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CLEVELAND – A GOP delegate made a dire prediction for vulnerable Republican senators up for reelection this fall – including the one from her home state, after Sen. Pat Toomey of Pennsylvania decided to skip the Republican National Convention in Cleveland this week.
“Here’s what I think Donald Trump is going to do,” Lee Snover, a pro-Trump delegate from the Keystone State, told Business Insider, noting that she is working to get Toomey reelected. “The last night of the convention, when the doors close and the lights go out, Republicans who aren’t on board – he’s going to run against them as hard as he does the Democrats.”
“He’s going to run against the establishment in both parties,” she continued. “So that’s a caution from me to all the Republicans not on board. I think he’s going to put both groups in the same basket as establishment. He’s going to run against those the same as the Democrats.”
Toomey is locked in a tough reelection bout with Democratic nominee Katie McGinty. The Pennsylvania Republican, who has not endorsed Trump, is campaigning throughout the state instead of attending the Manhattan billionaire’s coronation.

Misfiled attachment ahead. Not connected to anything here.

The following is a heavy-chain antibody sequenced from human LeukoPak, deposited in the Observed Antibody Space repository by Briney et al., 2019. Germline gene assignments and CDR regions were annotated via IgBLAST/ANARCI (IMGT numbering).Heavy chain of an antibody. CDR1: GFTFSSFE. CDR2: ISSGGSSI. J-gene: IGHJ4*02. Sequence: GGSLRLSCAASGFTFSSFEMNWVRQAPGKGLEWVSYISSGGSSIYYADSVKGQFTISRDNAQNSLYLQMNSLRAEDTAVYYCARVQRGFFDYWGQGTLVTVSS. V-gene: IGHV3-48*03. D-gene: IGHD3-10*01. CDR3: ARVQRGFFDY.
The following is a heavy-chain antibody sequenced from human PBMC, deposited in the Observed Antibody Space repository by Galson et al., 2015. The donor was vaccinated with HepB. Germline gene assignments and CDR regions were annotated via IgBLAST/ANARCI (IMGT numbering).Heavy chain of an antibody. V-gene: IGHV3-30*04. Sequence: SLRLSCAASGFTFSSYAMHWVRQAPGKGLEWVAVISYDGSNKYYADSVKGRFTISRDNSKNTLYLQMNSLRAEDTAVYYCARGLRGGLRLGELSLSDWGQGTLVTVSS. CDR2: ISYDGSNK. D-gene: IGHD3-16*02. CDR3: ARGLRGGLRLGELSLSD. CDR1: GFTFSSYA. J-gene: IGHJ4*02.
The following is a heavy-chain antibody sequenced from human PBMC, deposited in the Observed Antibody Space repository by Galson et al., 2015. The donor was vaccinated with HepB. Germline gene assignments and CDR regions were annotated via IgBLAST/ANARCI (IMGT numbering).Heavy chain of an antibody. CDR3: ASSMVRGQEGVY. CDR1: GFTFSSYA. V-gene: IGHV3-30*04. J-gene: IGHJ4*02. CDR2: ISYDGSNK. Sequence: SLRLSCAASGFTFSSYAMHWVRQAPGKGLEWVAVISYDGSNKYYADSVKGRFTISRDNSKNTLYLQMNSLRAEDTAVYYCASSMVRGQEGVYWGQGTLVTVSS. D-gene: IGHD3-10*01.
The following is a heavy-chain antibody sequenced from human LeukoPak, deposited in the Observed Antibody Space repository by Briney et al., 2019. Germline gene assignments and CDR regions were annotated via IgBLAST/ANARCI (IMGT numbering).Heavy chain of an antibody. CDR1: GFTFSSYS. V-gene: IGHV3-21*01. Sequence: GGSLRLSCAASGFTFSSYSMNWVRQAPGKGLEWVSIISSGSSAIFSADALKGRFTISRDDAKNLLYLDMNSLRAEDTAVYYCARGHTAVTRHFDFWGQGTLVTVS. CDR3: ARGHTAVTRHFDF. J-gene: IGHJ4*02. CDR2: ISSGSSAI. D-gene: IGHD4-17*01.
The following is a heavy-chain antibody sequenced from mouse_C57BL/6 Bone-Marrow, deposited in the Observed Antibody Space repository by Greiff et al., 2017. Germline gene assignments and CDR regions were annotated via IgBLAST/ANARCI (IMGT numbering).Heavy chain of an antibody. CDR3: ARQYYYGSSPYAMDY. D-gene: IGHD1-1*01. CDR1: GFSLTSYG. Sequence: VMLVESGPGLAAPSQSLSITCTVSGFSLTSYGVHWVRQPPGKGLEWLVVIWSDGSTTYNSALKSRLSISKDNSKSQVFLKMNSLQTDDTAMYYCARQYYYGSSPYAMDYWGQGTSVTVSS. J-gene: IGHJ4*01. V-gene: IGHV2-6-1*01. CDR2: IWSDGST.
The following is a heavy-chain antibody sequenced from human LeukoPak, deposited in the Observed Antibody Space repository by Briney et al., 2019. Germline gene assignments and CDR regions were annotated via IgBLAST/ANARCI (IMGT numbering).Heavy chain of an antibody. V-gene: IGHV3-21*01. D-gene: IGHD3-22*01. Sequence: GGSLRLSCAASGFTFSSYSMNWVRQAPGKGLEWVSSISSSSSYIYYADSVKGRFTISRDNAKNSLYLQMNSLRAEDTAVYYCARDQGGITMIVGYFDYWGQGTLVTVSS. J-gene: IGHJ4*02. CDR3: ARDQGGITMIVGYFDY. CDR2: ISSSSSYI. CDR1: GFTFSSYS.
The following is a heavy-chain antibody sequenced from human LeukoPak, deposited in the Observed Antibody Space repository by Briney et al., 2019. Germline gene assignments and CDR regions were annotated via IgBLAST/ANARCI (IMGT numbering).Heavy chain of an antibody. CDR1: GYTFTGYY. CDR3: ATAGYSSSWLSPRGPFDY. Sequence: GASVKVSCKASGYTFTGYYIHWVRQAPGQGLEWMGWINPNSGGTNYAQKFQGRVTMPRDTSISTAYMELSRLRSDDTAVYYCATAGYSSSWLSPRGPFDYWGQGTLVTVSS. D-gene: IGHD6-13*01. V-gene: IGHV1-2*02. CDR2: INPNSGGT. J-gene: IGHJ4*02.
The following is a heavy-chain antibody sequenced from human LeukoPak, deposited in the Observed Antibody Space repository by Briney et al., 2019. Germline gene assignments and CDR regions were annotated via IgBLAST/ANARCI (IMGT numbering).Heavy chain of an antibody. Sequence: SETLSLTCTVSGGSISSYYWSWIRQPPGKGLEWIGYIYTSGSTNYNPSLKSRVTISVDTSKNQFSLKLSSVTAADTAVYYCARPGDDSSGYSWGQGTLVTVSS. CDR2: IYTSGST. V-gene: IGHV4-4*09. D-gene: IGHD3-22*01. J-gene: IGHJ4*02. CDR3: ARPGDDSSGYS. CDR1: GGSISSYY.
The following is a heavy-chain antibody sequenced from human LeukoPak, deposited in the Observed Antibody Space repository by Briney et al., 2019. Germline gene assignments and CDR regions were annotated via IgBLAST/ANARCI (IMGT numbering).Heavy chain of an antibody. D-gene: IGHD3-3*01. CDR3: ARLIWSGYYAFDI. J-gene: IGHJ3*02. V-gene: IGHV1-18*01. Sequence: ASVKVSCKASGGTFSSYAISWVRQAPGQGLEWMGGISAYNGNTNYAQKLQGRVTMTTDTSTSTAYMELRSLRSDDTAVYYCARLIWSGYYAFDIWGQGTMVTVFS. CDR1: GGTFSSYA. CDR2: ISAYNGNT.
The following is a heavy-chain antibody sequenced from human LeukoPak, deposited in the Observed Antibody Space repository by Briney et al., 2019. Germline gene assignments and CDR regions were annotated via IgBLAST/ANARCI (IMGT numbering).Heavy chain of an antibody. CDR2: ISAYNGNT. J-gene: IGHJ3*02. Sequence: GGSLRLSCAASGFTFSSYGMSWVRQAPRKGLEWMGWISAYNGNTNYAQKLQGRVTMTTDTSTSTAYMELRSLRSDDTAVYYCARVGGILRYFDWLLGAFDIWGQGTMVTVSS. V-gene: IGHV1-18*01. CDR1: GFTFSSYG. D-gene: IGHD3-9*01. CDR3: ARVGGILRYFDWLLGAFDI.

“He intends no disrespect to anyone, and wishes the party a good convention, but he will be on an aggressive travel schedule all across Pennsylvania during that time,” his campaign said in a statement.
Snover told Business Insider at a breakfast for the Pennsylvania delegation in Cleveland that “a lot of people” were discussing Toomey’s absence.
“It is kind of odd,” she said. “It’s funny, there’s a going joke in our area that he must have done a poll and he doesn’t need his base.”
Although she said that many are “a little disgruntled with him,” her fellow Pennsylvania Republicans still believe that they need him in the Senate.
“Because we need a Republican majority, so let’s go get him elected,” she said. “But I think Trump’s going to put anyone not with him together as establishment.”
Others felt that Toomey had a legitimate reason to bail on the Cleveland convention.
Rep. Keith Rothfus of Pennsylvania said that Toomey’s “using his time wisely,” while state delegate Mary Ann Meloy, who’s attending her seventh convention since 1968, said that he “needs to stick to” campaigning in the state.
“He comes to our state committee meetings, he comes to county dinners,” she said. “Everyone in this room has met Sen. Toomey and expressed whatever they’ve wanted to say to him.”